alchohol abuse

Alcohol is liquid distilled product of fermented fruits, grains and vegetablesused as solvent, antiseptic and sedative moderate potential for abuse.

Possibleeffects are intoxication, sensory alteration, and/or anxiety reduction. Symptomsof overdose staggering, odor of alcohol on breath, loss of coordination, slurredspeech, dilated pupils, fetal alcohol syndrome (in babies), and/or nerve andliver damage. Withdrawal Syndrome is first sweating, tremors, then alteredperception, followed by psychosis, fear, and finally auditory hallucinations.Indications of possible mis-use are confusion, disorientation, loss of motornerve control, convulsions, shock, shallow respiration, involuntary defecation,drowsiness, respiratory depression and possible death. Alcohol is also known as:Booze, Juice, Brew, Vino, Sauce. You probably know why alcohol is abused somereasons are relaxation, sociability, and cheap high.

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But did you know thatalcohol is a depressant that decreases the responses of the central nervoussystem. Excessive drinking can cause liver damage and psychotic behavior. Aslittle as two beers or drinks can impair coordination and thinking. Alcohol isoften used by substance abusers to enhance the effects of other drugs. Alcoholcontinues to be the most frequently abused substance among young adults. HEREARE SOME STRAIGHT FACTS ABOUT ALCOHOL..

.. Alcohol abuse is a pattern of problemdrinking that results in health consequences, social, problems, or both.However, alcohol dependence, or alcoholism, refers to a disease that ischaracterized by abnormal alcohol-seeking behavior that leads to impairedcontrol over drinking. Short-term effects of alcohol use include: -Distortedvision, hearing, and coordination -Altered perceptions and emotions -Impairedjudgment -Bad breath; hangovers Long-term effects of heavy alcohol use include:-Loss of appetite -Vitamin deficiencies -Stomach ailments -Skin problems -Sexualimpotence -Liver damage -Heart and central nervous system damage -Memory lossHere are some quick clues to know if I, or someone close, has a drinkingproblem: -Inability to control drinking–it seems that regardless of what youdecide beforehand, you frequently wind up drunk -Using alcohol to escapeproblems -A change in personality–turning from Dr. Jekyl to Mr. Hyde -A hightolerance level–drinking just about everybody under the table-Blackouts–sometimes not remembering what happened while drinking -Problems atwork or in school as a result of drinking -Concern shown by family and friendsabout drinking If you have a drinking problem, or if you suspect you have adrinking problem, there are many others out there like you, and there is helpavailable.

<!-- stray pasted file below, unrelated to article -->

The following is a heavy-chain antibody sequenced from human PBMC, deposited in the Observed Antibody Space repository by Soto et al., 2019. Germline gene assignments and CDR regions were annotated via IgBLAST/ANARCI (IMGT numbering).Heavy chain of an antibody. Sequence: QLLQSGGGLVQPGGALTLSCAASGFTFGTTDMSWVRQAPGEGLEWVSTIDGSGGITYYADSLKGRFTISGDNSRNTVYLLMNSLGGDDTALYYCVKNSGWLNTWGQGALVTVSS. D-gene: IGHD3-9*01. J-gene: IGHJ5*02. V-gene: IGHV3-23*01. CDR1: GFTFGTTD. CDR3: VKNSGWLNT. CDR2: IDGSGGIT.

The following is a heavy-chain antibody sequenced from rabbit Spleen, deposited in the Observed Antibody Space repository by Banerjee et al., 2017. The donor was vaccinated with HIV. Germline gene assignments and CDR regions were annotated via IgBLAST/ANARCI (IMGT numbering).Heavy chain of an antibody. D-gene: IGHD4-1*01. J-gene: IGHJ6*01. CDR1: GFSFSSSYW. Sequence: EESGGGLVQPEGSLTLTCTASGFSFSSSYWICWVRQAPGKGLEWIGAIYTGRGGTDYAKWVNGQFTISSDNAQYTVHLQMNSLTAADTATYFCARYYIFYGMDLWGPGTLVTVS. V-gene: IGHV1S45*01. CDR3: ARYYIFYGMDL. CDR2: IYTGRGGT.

You could talk to school counselor, a friend, or a parent. Excessivealcohol consumption causes more than 100,000 deaths annually in the UnitedStates, and although the number shows little sign of declining, the rate per100,000 population has trended down since the early 1980s. Accidents, mostly dueto drunken driving, accounted for 24 percent of these deaths in 1992.Alcohol-related homicide and suicide accounted for 11 and 8 percentrespectively. Certain types of cancer that are partly attributable to alcohol,such as those of the esophagus, larynx, and oral cavity, contributed another 17percent. About 9 percent is due to alcohol-related stroke.

One of the mostimportant contributors to alcohol-related deaths is a group of 12 ailmentswholly caused by alcohol, among which alcoholic cirrhosis of the liver andalcohol dependence syndrome are the most important. These 12 ailments togetheraccounted for 18 percent of the total alcohol-related deaths in 1992. Mortalitydue to the 12 causes rises steeply into late middle age range and then declinesmarkedly, with those 85 and over being at less than one-sixth the risk of 55 to64-year olds. The most reliable data are for the 12 conditions whollyattributable to alcohol. The map shows these data for all people 35 and over.The geographical distribution for men and women follows much the same pattern,although men are three times as likely to die of one of the 12 alcohol-inducedailments.